There is a large paved parking lot, one picnic table, restroom building and a short quarter-mile trail, which begins just to the left of the picnic table. The Overlook marks the halfway point along the Coronado Scenic Byway, which is 120 miles long and full of curves. Continuing further south from the Overlook you'll descend down off of the rim toward the town of Clifton. To keep it reasonable as a day trip, I suggest turning around at this point. The view is alone worth the drive, especially in autumn.
This vast area known as the Blue Range Primitive Area is home to the Mexican Wolf. Almost extinct in the Southwest, the animal was listed as endangered and in the late 1990s captive-reared wolfs were released back in several areas, one of them being the Blue Range mountains.
I've been to the Overlook a couple of times before, but on this particular day I had a different reason and it was to find my first geocache. Geocaching is an entertaining adventure game for GPS users. Participating in a cache hunt is a good way to take advantage of the wonderful features and capability of a GPS unit. The basic idea is to have individuals and organizations set up caches and share the locations of these caches on the Internet. GPS users can then use the location coordinates to find the caches. Once found, a cache may provide the visitor with a wide variety of rewards. The only thing the visitor is asked to do is if they take something from the box that they should leave something in its place.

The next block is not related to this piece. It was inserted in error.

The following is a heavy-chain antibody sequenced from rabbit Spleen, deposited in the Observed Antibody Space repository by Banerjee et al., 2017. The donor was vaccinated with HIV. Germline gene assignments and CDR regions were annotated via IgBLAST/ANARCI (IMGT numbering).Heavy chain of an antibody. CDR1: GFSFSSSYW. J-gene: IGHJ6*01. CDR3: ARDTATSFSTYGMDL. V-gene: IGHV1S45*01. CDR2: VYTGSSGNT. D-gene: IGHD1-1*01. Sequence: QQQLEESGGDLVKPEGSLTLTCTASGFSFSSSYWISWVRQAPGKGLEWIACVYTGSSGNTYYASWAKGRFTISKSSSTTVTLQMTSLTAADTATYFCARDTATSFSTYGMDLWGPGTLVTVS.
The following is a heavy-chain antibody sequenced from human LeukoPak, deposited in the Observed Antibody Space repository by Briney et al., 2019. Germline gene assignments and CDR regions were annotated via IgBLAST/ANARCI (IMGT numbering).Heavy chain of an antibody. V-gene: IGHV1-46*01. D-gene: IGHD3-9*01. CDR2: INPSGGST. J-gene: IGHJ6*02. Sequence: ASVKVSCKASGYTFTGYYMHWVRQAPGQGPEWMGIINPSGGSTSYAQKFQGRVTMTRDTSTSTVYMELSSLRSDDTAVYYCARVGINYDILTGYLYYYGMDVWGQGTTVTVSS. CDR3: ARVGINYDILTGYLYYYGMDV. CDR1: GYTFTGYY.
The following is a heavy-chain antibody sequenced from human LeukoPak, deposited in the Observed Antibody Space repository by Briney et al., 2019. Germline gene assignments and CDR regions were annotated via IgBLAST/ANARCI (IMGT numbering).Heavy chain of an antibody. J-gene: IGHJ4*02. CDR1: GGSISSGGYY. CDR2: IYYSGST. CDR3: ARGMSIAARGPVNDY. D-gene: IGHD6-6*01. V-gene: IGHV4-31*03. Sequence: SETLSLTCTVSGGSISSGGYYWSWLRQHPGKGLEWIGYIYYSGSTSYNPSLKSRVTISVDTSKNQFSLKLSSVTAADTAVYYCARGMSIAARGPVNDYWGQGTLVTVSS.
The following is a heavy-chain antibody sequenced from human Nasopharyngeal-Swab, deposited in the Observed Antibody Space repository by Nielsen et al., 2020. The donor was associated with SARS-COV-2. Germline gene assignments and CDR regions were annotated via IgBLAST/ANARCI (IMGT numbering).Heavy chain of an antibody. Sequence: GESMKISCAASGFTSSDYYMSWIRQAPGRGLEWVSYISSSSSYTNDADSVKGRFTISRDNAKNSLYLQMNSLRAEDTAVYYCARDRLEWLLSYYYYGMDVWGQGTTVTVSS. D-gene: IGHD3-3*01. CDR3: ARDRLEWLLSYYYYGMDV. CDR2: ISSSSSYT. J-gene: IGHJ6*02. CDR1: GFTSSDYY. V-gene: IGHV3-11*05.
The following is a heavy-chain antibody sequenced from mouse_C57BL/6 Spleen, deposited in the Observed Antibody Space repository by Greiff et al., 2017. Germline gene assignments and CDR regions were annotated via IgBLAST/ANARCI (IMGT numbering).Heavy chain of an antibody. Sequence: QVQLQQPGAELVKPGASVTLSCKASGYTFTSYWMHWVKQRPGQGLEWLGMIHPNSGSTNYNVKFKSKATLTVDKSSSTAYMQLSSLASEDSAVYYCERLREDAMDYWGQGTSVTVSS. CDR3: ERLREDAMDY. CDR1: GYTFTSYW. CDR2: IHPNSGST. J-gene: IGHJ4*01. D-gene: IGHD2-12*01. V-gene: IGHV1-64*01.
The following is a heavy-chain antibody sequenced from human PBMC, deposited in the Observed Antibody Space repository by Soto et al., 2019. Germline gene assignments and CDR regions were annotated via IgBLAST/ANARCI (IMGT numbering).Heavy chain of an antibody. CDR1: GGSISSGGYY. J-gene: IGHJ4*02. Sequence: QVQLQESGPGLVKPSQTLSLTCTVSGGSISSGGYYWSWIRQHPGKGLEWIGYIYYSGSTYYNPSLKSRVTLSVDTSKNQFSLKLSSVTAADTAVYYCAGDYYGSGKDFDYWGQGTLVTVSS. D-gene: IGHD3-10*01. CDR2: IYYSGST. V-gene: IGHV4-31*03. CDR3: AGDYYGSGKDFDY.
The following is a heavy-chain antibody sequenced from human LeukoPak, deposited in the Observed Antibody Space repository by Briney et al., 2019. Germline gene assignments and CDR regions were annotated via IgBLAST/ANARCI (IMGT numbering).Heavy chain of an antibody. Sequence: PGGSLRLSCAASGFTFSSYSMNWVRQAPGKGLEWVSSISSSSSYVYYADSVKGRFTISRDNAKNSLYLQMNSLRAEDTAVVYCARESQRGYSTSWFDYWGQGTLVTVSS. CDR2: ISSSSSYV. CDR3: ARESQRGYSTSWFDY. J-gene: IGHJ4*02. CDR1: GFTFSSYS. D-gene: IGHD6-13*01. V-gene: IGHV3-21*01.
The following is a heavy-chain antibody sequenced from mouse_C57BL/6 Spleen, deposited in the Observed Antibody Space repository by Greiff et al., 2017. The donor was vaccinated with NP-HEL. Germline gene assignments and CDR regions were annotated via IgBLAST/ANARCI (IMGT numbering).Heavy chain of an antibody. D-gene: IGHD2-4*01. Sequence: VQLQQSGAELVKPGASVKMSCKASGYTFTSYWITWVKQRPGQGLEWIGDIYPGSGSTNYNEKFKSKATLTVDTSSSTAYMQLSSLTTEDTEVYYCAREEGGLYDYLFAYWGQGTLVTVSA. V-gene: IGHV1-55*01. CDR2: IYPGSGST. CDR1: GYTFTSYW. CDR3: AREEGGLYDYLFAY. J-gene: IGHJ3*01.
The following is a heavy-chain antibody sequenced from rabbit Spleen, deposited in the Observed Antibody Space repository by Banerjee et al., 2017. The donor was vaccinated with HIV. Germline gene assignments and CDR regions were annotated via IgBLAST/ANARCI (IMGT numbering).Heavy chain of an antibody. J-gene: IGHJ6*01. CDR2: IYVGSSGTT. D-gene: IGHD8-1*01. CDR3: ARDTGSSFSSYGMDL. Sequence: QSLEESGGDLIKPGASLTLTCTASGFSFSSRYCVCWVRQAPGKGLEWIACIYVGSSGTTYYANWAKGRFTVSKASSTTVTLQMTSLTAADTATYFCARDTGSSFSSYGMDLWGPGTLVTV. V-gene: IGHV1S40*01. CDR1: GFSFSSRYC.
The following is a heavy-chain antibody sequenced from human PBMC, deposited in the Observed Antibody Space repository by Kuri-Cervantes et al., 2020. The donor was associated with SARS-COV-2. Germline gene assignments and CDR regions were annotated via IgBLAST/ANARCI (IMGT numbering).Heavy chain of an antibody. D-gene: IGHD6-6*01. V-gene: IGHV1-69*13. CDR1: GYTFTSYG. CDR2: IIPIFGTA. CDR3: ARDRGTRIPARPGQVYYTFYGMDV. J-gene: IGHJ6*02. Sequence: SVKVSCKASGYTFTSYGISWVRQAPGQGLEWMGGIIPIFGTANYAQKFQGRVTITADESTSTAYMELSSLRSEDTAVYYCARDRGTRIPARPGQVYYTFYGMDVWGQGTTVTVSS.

After arriving at the Blue Vista Overlook, I noticed the Forest Service interpretive signs were gone due to vandalism. The ranger district knows they are gone so (let's hope) maybe someday they will be replaced. The signs list the names of the mountains seen in the distance. The cache was close to the best viewpoint just off of the trail at coordinates N 33 33 655 W 109 21 166. The tan ammo box cache contains a logbook and other miscellaneous items. I had nothing with me to leave in the box, so I didn't take anything, but I did sign in the book. If you have a GPS, go for it. It was fun and now I am hooked on geo-treasure hunting.
Regardless of its number, this scenic highway passes through some of the most beautiful countryside in this part of Arizona and is known as one of our nation's top 10 scenic byways. From mid-September until nearly November, the colors along the Coronado Trail are outstanding. The gorgeous golds, reds and browns of the aspen, oak, maple and mountain ash are contrasted by the many shades of green from the pines, firs, juniper and pinon trees. The Coronado Trail offers some of the best viewing in Arizona for those in search of autumn colors (and treasure)!